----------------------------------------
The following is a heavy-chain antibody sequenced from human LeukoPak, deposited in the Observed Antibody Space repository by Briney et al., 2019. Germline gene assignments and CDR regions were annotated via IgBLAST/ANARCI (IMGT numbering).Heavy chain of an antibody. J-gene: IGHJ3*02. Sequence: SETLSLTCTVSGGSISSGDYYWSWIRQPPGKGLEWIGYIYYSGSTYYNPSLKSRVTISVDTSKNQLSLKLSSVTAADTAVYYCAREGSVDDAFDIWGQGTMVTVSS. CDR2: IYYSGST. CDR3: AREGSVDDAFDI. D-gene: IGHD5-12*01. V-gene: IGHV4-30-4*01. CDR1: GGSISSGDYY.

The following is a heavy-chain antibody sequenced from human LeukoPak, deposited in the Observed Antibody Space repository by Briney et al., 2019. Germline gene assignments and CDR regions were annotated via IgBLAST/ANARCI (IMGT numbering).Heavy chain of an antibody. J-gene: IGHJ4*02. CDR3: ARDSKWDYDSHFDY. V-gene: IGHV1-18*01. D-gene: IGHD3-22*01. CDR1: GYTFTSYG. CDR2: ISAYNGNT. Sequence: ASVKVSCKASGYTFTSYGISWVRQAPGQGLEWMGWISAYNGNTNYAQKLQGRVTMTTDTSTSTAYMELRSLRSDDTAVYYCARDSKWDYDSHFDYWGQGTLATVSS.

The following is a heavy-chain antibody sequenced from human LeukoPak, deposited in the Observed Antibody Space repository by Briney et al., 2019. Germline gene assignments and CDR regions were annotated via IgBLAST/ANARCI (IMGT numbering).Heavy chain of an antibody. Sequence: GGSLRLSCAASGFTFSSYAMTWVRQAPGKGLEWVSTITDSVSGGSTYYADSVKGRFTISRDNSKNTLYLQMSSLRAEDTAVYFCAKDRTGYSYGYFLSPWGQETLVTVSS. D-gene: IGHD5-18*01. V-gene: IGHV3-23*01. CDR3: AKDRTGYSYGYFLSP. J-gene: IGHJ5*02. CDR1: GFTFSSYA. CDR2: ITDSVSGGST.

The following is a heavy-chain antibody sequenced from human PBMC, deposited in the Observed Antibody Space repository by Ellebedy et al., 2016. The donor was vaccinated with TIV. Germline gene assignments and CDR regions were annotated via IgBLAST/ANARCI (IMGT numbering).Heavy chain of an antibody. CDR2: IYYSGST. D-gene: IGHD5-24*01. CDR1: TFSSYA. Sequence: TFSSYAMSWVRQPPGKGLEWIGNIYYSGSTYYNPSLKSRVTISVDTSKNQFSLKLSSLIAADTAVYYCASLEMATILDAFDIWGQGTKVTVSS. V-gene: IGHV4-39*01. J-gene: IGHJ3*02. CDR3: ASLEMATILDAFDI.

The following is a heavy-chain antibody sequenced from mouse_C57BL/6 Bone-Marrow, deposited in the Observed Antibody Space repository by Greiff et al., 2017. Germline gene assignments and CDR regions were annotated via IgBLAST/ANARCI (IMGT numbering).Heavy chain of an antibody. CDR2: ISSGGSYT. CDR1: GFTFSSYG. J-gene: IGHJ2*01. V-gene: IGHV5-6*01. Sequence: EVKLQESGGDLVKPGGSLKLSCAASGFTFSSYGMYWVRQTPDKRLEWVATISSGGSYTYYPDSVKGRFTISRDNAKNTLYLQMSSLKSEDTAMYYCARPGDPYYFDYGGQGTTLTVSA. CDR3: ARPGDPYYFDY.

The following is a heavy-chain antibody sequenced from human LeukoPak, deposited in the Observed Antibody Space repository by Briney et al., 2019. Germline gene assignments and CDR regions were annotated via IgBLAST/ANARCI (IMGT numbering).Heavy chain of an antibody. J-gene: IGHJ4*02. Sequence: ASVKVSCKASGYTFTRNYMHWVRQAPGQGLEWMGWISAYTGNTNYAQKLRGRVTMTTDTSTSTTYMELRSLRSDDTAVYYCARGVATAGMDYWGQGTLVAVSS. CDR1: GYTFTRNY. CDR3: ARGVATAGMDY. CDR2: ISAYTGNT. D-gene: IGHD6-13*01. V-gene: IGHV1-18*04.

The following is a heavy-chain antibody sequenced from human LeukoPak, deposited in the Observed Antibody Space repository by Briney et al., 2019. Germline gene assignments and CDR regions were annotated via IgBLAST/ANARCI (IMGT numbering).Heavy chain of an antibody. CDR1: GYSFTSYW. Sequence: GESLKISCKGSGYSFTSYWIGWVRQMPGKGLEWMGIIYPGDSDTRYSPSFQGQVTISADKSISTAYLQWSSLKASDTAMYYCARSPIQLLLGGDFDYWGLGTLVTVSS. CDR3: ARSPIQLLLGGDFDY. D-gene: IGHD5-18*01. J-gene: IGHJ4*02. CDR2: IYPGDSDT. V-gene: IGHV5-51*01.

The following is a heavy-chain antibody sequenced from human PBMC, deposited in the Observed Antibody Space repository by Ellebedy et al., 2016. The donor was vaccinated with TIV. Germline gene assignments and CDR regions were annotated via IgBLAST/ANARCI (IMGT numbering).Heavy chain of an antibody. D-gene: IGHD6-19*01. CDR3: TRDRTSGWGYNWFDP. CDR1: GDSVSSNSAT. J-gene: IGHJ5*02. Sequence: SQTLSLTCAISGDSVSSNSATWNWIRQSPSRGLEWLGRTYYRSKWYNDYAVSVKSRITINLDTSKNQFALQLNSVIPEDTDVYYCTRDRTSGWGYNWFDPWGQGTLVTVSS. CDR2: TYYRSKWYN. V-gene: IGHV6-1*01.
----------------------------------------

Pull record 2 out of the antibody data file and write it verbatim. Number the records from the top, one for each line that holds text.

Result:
The following is a heavy-chain antibody sequenced from human LeukoPak, deposited in the Observed Antibody Space repository by Briney et al., 2019. Germline gene assignments and CDR regions were annotated via IgBLAST/ANARCI (IMGT numbering).Heavy chain of an antibody. J-gene: IGHJ4*02. CDR3: ARDSKWDYDSHFDY. V-gene: IGHV1-18*01. D-gene: IGHD3-22*01. CDR1: GYTFTSYG. CDR2: ISAYNGNT. Sequence: ASVKVSCKASGYTFTSYGISWVRQAPGQGLEWMGWISAYNGNTNYAQKLQGRVTMTTDTSTSTAYMELRSLRSDDTAVYYCARDSKWDYDSHFDYWGQGTLATVSS.